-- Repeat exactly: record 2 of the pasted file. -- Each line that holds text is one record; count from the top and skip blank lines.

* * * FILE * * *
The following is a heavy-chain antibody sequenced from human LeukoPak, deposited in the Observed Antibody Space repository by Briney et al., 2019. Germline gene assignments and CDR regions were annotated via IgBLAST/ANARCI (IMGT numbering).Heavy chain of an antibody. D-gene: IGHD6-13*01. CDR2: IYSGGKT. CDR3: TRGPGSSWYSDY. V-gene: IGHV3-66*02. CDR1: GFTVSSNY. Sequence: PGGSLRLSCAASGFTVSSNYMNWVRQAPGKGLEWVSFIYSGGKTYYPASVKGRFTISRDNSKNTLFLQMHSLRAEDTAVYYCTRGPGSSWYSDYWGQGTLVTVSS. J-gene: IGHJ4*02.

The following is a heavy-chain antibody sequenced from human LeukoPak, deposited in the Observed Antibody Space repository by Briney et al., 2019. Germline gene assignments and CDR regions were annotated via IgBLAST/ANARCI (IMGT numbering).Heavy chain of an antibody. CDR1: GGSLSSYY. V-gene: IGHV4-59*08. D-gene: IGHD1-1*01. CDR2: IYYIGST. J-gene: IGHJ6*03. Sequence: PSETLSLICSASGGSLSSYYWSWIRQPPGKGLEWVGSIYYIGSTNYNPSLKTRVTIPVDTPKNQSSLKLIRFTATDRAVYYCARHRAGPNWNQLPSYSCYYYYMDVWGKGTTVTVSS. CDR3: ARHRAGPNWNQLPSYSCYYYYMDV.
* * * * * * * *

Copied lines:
The following is a heavy-chain antibody sequenced from human LeukoPak, deposited in the Observed Antibody Space repository by Briney et al., 2019. Germline gene assignments and CDR regions were annotated via IgBLAST/ANARCI (IMGT numbering).Heavy chain of an antibody. CDR1: GGSLSSYY. V-gene: IGHV4-59*08. D-gene: IGHD1-1*01. CDR2: IYYIGST. J-gene: IGHJ6*03. Sequence: PSETLSLICSASGGSLSSYYWSWIRQPPGKGLEWVGSIYYIGSTNYNPSLKTRVTIPVDTPKNQSSLKLIRFTATDRAVYYCARHRAGPNWNQLPSYSCYYYYMDVWGKGTTVTVSS. CDR3: ARHRAGPNWNQLPSYSCYYYYMDV.